Can senior care work in Eagle County?
EDWARDS, Colorado – The first time Johnnette Phillips volunteered to help bring a senior care center to the valley was 1975. Now retired herself, she’s helping again.
Eagle County officials and a few dozen community members Wednesday got together at Battle Mountain High School to listen to presentations from four companies vying to build a “continuum of care” center in Eagle, on county-owned land near the Grand Avenue Cafe.
After a morning in which the companies described themselves to committee members, the volunteers broke into four groups to conduct more detailed interviews.
At lunch, before the interviews, several volunteers talked about the need for senior services, and what it would take to get a facility built in the valley.
“This is a need that’s going to grow,” said Carl Walker, former pastor of Mount of the Holy Cross Lutheran Church. Walker said his parents, now 90 and 97, are living in Santa Fe, N.M., now, but it would be nice to have them closer.
“And those of us who have lived here for a while, if we could stay, we would.”
Former Vail Mayor Rod Slifer, now 75, agreed. But care, even for older people able to live mostly independent lives, can be very expensive.
The cost, and the need to accommodate people from the valley’s more and less wealthy communities, has in the past been one of the biggest obstacles to creating a senior care facility.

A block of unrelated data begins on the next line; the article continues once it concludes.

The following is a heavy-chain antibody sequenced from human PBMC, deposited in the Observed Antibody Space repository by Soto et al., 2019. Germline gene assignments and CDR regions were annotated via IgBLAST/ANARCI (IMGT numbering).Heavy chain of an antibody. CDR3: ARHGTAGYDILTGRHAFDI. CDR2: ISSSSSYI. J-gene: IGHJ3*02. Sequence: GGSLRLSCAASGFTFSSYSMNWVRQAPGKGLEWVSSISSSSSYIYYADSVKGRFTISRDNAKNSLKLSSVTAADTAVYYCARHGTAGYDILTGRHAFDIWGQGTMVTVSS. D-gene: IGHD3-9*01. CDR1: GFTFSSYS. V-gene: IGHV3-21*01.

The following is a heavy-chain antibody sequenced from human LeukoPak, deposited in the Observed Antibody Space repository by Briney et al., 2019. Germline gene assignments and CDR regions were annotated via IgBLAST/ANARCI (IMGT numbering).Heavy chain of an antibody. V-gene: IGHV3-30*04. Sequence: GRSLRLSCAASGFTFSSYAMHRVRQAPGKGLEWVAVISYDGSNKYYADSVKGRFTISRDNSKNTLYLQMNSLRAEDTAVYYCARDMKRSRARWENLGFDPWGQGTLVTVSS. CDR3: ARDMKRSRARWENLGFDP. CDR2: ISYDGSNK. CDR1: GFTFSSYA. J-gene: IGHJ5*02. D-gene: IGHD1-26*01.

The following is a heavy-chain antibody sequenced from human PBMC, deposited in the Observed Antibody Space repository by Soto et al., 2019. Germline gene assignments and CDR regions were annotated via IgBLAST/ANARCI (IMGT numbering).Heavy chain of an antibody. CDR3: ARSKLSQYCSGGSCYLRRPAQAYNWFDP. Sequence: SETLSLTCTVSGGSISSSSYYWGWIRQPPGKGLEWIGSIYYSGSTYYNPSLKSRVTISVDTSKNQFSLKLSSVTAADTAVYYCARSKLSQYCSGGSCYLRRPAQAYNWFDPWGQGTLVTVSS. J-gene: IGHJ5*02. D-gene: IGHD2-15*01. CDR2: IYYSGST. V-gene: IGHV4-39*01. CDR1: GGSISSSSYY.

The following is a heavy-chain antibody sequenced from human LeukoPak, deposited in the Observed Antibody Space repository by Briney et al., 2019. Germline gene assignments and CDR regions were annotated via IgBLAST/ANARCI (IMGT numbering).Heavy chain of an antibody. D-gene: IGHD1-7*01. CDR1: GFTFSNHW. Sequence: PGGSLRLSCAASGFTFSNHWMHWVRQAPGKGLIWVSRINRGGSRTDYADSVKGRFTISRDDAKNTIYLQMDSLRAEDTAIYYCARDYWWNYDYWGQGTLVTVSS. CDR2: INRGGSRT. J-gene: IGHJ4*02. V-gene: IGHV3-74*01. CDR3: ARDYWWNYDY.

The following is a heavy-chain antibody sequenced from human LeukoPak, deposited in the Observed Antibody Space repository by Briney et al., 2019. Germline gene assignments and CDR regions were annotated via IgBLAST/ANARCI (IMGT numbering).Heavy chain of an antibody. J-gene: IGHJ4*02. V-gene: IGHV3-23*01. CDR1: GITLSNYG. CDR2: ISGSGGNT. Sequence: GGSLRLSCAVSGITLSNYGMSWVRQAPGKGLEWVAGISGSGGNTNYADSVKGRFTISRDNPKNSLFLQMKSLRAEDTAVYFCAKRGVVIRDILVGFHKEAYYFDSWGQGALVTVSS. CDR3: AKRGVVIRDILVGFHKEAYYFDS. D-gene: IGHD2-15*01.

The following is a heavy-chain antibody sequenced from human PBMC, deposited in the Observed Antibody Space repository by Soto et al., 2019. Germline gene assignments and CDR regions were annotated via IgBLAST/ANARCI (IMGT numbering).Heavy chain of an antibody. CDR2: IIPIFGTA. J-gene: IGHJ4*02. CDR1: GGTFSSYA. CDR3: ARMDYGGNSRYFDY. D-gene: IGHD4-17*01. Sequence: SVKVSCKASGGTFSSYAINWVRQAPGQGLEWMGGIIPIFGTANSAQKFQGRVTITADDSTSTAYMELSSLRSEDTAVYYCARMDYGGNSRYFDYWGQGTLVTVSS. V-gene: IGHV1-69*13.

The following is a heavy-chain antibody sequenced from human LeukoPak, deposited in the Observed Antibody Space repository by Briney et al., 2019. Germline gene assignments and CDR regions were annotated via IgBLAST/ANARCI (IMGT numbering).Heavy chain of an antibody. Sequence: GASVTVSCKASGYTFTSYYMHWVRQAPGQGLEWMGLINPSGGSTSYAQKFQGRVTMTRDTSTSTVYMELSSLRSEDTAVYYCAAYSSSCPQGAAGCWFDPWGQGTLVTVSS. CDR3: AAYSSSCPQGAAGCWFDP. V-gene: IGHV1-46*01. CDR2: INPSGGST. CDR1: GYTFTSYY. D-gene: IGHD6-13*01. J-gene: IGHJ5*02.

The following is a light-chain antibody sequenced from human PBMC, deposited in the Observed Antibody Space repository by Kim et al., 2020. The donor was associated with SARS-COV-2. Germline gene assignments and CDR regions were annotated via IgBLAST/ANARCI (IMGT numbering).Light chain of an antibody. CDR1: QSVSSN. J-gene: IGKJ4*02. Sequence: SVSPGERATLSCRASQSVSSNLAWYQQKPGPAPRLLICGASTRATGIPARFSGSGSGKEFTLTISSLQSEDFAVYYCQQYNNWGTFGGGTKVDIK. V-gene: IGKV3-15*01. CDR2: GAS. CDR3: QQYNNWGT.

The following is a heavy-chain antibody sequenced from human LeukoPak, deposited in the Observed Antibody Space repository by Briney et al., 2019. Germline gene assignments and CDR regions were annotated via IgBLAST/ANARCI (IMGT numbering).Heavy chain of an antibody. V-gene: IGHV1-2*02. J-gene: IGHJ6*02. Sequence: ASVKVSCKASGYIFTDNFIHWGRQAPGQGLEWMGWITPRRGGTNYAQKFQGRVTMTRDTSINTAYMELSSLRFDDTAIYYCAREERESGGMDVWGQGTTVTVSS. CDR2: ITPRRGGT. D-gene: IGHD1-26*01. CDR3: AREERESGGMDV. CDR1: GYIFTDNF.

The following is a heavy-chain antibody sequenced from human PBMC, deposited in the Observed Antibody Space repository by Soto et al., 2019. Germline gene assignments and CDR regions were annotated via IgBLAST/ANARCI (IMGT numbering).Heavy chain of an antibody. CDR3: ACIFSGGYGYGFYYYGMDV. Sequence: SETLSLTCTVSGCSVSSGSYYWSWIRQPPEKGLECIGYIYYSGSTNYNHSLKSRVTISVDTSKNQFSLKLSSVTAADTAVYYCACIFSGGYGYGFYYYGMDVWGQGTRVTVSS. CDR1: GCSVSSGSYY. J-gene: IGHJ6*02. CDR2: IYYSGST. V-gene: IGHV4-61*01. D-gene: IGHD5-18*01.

“There needs to be partners in this,” Phillips said. “But the county doesn’t need to be involved in anything but providing the land. All the people today said they’re good at fund-raising, so that’s good.”
In fact, one company, Covenant Retirement Communities, included in its presentation the fact that it raises more than $10 million per year to help people stay in its facilities.
“It will take a lot of fund-raising,” Eagle Town Board member and lifelong town resident Roxie Deane said.
Deane said the town board would welcome a senior care facility, but can’t do much to help financially beyond providing some town services.
But the first step, Deane said, is the county’s commitment of property.
While the final product is still several million dollars away, Phillips said this may be the group that finally gets the job done.
Business Editor Scott N. Miller can be reached at 970-748-2930 or firstname.lastname@example.org.